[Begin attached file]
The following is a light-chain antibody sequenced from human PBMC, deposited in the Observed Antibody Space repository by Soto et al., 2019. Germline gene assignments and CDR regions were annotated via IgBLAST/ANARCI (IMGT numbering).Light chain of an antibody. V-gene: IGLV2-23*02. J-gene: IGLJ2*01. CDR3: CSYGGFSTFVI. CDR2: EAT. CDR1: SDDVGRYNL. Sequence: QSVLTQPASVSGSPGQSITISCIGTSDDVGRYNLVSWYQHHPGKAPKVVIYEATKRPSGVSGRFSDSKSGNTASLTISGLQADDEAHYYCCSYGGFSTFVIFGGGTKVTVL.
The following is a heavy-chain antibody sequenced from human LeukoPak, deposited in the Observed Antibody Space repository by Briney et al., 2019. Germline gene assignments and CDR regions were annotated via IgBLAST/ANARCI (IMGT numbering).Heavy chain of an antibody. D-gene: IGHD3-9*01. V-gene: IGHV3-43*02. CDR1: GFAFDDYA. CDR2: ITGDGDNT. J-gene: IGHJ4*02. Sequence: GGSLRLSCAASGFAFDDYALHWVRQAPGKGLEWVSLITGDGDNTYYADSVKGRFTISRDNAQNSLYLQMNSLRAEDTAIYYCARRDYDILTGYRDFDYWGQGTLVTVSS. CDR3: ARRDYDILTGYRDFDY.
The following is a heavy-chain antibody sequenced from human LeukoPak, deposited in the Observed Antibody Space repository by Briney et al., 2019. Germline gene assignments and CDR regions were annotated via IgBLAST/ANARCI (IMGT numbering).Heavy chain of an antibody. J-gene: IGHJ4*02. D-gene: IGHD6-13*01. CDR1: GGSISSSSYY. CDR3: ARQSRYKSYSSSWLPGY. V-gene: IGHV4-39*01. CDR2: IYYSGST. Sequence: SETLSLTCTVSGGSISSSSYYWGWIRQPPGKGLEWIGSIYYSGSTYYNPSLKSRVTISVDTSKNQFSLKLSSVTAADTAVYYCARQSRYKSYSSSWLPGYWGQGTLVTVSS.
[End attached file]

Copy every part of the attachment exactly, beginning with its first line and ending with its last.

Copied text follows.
The following is a light-chain antibody sequenced from human PBMC, deposited in the Observed Antibody Space repository by Soto et al., 2019. Germline gene assignments and CDR regions were annotated via IgBLAST/ANARCI (IMGT numbering).Light chain of an antibody. V-gene: IGLV2-23*02. J-gene: IGLJ2*01. CDR3: CSYGGFSTFVI. CDR2: EAT. CDR1: SDDVGRYNL. Sequence: QSVLTQPASVSGSPGQSITISCIGTSDDVGRYNLVSWYQHHPGKAPKVVIYEATKRPSGVSGRFSDSKSGNTASLTISGLQADDEAHYYCCSYGGFSTFVIFGGGTKVTVL.
The following is a heavy-chain antibody sequenced from human LeukoPak, deposited in the Observed Antibody Space repository by Briney et al., 2019. Germline gene assignments and CDR regions were annotated via IgBLAST/ANARCI (IMGT numbering).Heavy chain of an antibody. D-gene: IGHD3-9*01. V-gene: IGHV3-43*02. CDR1: GFAFDDYA. CDR2: ITGDGDNT. J-gene: IGHJ4*02. Sequence: GGSLRLSCAASGFAFDDYALHWVRQAPGKGLEWVSLITGDGDNTYYADSVKGRFTISRDNAQNSLYLQMNSLRAEDTAIYYCARRDYDILTGYRDFDYWGQGTLVTVSS. CDR3: ARRDYDILTGYRDFDY.
The following is a heavy-chain antibody sequenced from human LeukoPak, deposited in the Observed Antibody Space repository by Briney et al., 2019. Germline gene assignments and CDR regions were annotated via IgBLAST/ANARCI (IMGT numbering).Heavy chain of an antibody. J-gene: IGHJ4*02. D-gene: IGHD6-13*01. CDR1: GGSISSSSYY. CDR3: ARQSRYKSYSSSWLPGY. V-gene: IGHV4-39*01. CDR2: IYYSGST. Sequence: SETLSLTCTVSGGSISSSSYYWGWIRQPPGKGLEWIGSIYYSGSTYYNPSLKSRVTISVDTSKNQFSLKLSSVTAADTAVYYCARQSRYKSYSSSWLPGYWGQGTLVTVSS.